Utpal Borpujari

September 14, 2009

Deepti Naval: Do Paise Ki Dhoop Chaar Aane Ki Baarish

By Utpal Borpujari

Deepti Naval is a multi-faceted talent. From acting in a number of highly-acclaimed films over the years, to painting,  writing poetry and doing photography, she has her hand in quite a few creative pie. Now, she has extended her creativity even further, going behind the camera to hold the directorial megaphone.

Yes, Deepti Naval has turned director with a film with a sensitive subject and a very poetic title that goes Do Paise Ki Dhoop, Chaar Aane Ki Baarish. The film, which was screened at the market section of the 62nd Cannes Film Festival this year, marks a significant turn of leaf in Naval’s cinematic career that has seen her portray a range of characters in movies of various moods and shades.

As Naval takes her experience of acting in films as diverse as Chasme Buddoor, Mirch Masala, Hum Paanch, Saath Saath, Katha, Aandhi Gali, Damul, Mane, Bawandar, Angoor, Kamla, Ankahee, Main Zinda Hoon, Anaahat and Firaaq to directing films, she is all set to write a new chapter in her creative life. And as she scouted for prospective international buyers for her film at Cannes, she was visibly enthusiastic about it.

“My film is a modern, sensitive and realistic portrayal of people seeking to find happiness amidst adverse conditions,” says Naval, who describes her film as one that talks of human bonding.

The film has Manisha Koirala, Rajit Kapur and Naval’s nephew Sanaj in the lead roles in a story that is about the intertwining lives of an ageing prostitute, her wheelchair-bound child and a gay song writer. Koirala, whose sensitive acting in films like Bombay, Dil Se and 1942 – A Love Story is still remembered, will be seen in a script-driven role after quite a long time. “This film has given me great insight into the world of the protagonist. I feel enriched having played the part,” says Koirala, who accompanied Naval to Cannes to promote the film.

Naval is aware that going by the film’s basic premise, people could and would construe it to be a film about gays and prostitutes. And that is why she emphasises, “I did not set out to make a film about gays or prostitutes. I wanted to tell a story, a simple story about the intricacies of human bonding, the highs and lows of relationships. That is what this film is.”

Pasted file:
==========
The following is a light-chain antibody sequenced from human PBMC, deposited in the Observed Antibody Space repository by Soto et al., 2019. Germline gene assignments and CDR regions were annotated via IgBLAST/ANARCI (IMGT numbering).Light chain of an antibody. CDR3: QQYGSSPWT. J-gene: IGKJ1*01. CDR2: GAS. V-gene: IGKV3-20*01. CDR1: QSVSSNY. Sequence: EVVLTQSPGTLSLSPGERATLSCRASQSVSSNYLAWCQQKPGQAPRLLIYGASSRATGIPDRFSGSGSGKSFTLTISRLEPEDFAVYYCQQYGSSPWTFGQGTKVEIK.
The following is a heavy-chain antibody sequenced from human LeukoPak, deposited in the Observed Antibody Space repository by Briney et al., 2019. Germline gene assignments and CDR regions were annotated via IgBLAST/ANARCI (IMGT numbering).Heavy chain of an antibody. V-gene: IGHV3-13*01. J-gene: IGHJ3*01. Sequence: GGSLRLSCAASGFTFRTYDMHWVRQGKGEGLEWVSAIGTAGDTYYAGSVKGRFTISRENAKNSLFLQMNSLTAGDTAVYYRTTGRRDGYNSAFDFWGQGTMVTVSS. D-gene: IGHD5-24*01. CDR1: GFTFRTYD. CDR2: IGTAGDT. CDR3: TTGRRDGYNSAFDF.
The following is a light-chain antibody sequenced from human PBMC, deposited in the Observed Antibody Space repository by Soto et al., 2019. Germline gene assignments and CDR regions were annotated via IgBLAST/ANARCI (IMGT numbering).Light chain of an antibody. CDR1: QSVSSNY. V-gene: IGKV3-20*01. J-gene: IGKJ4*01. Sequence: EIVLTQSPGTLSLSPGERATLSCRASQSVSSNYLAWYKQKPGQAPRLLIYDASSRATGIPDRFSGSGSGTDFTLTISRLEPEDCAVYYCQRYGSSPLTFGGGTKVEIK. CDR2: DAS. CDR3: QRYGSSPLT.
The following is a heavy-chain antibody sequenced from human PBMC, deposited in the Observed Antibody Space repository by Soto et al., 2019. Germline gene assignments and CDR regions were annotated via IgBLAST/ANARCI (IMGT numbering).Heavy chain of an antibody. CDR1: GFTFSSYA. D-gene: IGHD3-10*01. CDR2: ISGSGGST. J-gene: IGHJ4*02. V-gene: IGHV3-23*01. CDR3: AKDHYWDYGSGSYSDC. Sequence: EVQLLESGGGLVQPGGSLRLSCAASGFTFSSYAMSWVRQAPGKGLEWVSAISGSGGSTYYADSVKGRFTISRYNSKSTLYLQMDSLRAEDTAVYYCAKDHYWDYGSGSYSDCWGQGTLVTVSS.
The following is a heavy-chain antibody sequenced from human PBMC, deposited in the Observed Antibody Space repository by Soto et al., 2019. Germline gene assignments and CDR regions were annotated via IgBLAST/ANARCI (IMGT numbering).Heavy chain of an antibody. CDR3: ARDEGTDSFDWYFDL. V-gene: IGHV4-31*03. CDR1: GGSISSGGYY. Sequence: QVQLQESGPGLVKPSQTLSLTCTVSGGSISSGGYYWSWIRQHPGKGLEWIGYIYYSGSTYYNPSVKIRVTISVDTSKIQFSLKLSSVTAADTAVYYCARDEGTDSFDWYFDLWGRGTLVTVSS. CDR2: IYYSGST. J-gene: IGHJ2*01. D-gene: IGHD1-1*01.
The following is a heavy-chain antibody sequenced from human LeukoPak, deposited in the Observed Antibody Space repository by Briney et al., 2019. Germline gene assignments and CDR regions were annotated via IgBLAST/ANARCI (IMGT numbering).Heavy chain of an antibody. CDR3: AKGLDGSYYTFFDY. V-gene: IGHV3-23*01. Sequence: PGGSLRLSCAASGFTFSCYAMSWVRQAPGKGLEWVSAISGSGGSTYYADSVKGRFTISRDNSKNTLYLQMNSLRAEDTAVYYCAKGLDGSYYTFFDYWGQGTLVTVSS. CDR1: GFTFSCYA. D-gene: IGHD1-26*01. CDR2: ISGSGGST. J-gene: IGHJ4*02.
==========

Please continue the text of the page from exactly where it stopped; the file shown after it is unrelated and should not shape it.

Naval, who has always sought to traverse a path away from the beaten track, which is why probably in physical terms she regularly tracks in the mountains, doing so even when she was extremely busy as an actress, is keenly awaiting the film’s theatrical release. “This is not made for festivals only. My goal is to reach out to filmgoers across India,” she says, adding that the subject of her directorial debut might not be what a typical Bollywood potboiler is composed of, but it is something that would connect with the viewer at an emotional level.

The director in her is all praise for the cast, and while both Kapur and Koirala are seasoned performers, Naval has been particularly charmed by Sanaj. “I am not saying it just because he happens to be my nephew, but Sanaj has surprised everyone with his nuanced and sensitive performance, which goes much beyond his age,” she says.

With Kiran Deohans doing the cinematography and Gulzar writing some sensitive lyrics, Naval seems satisfied with what she has been able to do in her first outing as a director. But that does not mean that she is turning her back to acting. “That is something that will never happen, as acting is something I cannot forego. And my role in Nandita Das’ Firaaq showcases what kind of roles I am looking for – performance-based and powerful, something which viewers will remember me for,” says Naval.

(Published in Deccan Herald, www.deccanherald.com, www.deccanheraldepaper.com, 13-09-2009)


July 10, 2009

Our idea is to promote good Indian cinema: Nina Lath Gupta

By Utpal Borpujari

The National Film Development Corporation (NFDC) is changing. At least it is making an effort to change. The autonomous body under the Information & Broadcasting Ministry mandated to back the good cinema movement in India, which in the past has produced some India’s best cinema, had been facing tough times in recent years, but nonetheless, it has of late made valiant attempts to overcome the hurdles and give backing to some talented emerging filmmakers to make their first films, and also widen its vision to look at restoration of a large number of classics produced by it in the past and focus on script development. While the results are yet to come by, the credit for all this should go to the team at NFDC led by its managing director Nina Lath Gupta. Sitting at the NFDC stall at the sprawling Marche du Film (Film Market) of the recent 62nd Cannes Film Festival, Gupta shared with Deccan Herald’s Utpal Borpujari her vision on how to make NFDC live up to its full potential: